As it seems that the SNP has been doing its best to make the Borgias look respectable in recent weeks, I am surprised that the hon. Gentleman would wish to have such a debate, but it would be an opportunity to point out how the SNP Government are failing Scotland in terms of its education and its policing. The SNP Government recently stated that they would have done just as well with the vaccine roll-out by themselves, when under a year ago, the SNP spokesman was asking why they had not joined the European scheme and whether it was a great failure not to have joined it. So a debate on the failings of the SNP, its lack of success and its lack of drive in its position in charge of the Government of Scotland would be one that would have many speakers and there would be a great deal to say. However, over the next few days we have to deal with ping-pong with the House of Lords, so I regret to say that there will not be time for that pleasurable discussion.
The towns fund, to which the hon. Lady refers, is a really good way of helping high streets to improve and of ensuring their viability, and it is available up and down the country. It is an important and successful initiative, which is helping to restore high streets that faced such difficult times and have found it even harder during the pandemic. I refer her to what I said about the amounts of money made available to local government bodies during this pandemic; unprecedented levels of support have been provided, showing the strength of the centre in supporting the localities, including her constituency.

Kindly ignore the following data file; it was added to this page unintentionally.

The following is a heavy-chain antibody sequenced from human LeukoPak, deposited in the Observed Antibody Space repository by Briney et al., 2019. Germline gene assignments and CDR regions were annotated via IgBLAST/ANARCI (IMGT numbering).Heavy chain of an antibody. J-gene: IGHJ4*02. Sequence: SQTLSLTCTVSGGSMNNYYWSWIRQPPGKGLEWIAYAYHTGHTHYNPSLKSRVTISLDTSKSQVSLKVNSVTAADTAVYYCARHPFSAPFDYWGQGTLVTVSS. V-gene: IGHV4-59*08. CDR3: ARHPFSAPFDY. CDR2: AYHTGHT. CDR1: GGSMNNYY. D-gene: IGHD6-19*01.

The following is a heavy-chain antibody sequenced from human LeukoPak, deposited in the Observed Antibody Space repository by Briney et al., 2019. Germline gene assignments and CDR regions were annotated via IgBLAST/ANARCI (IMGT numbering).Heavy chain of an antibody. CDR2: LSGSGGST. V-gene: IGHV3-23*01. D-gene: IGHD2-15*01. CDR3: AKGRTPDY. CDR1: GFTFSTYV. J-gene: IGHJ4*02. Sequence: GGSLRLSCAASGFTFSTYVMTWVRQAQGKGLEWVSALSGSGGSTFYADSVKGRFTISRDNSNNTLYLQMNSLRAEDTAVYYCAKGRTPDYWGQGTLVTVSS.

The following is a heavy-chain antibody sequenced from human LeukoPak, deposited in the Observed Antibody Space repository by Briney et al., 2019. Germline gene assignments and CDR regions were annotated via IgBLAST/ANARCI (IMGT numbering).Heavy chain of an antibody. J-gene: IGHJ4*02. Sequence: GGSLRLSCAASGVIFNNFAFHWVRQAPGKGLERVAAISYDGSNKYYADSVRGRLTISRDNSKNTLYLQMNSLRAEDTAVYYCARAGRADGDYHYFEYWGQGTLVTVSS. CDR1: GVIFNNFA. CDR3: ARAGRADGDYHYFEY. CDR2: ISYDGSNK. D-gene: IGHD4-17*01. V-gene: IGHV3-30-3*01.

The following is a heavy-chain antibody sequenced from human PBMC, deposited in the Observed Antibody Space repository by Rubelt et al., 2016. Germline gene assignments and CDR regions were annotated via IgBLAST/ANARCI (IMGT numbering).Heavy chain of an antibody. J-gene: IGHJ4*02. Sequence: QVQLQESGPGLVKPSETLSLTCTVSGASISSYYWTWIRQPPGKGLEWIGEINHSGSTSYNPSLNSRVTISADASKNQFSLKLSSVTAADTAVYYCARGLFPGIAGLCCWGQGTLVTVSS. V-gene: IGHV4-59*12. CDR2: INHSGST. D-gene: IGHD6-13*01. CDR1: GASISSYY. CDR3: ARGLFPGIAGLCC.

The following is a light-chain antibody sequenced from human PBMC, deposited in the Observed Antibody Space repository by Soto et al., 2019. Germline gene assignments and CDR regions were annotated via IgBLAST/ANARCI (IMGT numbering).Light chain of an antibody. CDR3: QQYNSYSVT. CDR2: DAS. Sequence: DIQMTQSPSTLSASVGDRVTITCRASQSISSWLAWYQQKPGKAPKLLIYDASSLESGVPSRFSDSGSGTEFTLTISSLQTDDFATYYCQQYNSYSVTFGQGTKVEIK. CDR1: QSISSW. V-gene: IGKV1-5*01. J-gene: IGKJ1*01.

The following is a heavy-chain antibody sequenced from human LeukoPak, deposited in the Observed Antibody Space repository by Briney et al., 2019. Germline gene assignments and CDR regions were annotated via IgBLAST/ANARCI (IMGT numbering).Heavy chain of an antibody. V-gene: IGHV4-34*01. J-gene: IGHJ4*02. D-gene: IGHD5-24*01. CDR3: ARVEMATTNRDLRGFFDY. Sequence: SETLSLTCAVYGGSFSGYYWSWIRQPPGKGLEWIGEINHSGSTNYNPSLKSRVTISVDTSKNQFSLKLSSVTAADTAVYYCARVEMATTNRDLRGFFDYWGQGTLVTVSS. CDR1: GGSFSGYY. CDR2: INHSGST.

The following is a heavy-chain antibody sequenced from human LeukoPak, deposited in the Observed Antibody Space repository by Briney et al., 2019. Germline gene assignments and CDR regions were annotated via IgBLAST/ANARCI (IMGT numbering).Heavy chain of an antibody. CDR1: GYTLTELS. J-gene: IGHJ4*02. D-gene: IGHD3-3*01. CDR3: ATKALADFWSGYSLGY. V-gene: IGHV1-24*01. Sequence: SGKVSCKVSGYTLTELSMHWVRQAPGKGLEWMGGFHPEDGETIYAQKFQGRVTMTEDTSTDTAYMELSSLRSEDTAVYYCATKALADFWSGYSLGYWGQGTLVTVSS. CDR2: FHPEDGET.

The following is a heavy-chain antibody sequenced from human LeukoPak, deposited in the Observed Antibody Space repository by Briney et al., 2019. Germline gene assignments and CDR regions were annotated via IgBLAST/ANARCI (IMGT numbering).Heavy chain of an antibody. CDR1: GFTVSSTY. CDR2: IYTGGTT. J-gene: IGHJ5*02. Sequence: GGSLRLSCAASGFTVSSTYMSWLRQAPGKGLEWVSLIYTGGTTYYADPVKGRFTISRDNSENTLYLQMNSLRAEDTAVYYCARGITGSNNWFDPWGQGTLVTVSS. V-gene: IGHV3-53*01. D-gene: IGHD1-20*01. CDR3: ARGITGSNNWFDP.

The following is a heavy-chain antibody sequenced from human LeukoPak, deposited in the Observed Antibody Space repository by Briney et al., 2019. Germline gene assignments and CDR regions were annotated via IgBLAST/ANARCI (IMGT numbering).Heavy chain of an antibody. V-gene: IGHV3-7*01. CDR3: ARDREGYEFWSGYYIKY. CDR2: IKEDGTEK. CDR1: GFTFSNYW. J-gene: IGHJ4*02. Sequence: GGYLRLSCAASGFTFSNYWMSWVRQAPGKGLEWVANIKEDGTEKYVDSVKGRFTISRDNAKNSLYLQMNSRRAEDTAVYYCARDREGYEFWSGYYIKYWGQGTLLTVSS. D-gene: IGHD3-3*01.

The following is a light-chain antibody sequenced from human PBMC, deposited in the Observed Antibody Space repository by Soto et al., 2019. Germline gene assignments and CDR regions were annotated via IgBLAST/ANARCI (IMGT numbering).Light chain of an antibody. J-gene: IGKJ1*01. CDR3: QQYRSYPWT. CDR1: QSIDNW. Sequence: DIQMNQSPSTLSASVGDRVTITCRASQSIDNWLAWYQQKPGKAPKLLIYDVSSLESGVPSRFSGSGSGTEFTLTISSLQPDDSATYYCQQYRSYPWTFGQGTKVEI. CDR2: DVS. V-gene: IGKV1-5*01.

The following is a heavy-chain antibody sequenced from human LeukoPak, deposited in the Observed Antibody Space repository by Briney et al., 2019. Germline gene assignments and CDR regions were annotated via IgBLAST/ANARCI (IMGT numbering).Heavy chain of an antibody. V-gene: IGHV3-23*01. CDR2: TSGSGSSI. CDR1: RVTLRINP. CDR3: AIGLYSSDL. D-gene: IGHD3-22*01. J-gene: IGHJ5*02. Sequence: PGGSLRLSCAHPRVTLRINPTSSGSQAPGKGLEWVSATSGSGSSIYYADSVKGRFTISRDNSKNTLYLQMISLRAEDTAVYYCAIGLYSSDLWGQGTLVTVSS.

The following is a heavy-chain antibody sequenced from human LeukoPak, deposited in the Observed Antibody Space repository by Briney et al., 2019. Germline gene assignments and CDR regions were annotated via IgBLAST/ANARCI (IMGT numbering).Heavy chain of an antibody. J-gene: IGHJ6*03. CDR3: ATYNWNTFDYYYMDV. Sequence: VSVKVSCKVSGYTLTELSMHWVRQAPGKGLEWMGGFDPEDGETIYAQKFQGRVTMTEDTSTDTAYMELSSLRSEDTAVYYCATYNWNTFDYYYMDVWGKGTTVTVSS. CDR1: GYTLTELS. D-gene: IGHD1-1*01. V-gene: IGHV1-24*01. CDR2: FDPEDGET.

Exams will go ahead next summer, as they are the fairest and most appropriate way to measure a pupil’s attainments. We are ensuring that students now have more time to prepare for their exams next year, and AS-levels, A-levels and GCSEs will mainly be held three weeks later to help to address the disruption caused by the pandemic. We are taking great steps to support all children to ensure that they do not fall behind because of the pandemic, with a £1 billion catch-up plan, £650 million of which was in the catch-up premium, helping pupils to make up for lost time in education, and £350 million in the national tutoring programme, a package of targeted funding for the most disadvantaged pupils. So steps are being taken, and exams will take place because they are the best way of judging students’ progress.
It is very reassuring to see the hon. Gentleman, albeit virtually, all in one piece. I join him in congratulating Black Knights for ensuring that everything happened safely. How inspirational it is of him, as a local constituency MP, to be raising money for such an important cause, GM1. I suggest, initially, that this is very suitable for an Adjournment debate, which would of course receive a ministerial response.
I entirely agree with my hon. Friend. Free, unhindered attendance at Parliament is one of our most ancient rights, going back to 1340. There is no law and no local lockdown that may prohibit elected Members from attending Parliament. But let us understand what we do in this House. Let us not downgrade our role. We are an essential service. It is crucial that the Government are held to account when extraordinary powers are taken, powers that many of us never thought a Government would be taking in our lifetimes. These must be scrutinised and voted on. My hon. Friend is absolutely right to use the word “duty”, which you personify, Mr Speaker. You have done your duty every day and we should do our duty, too.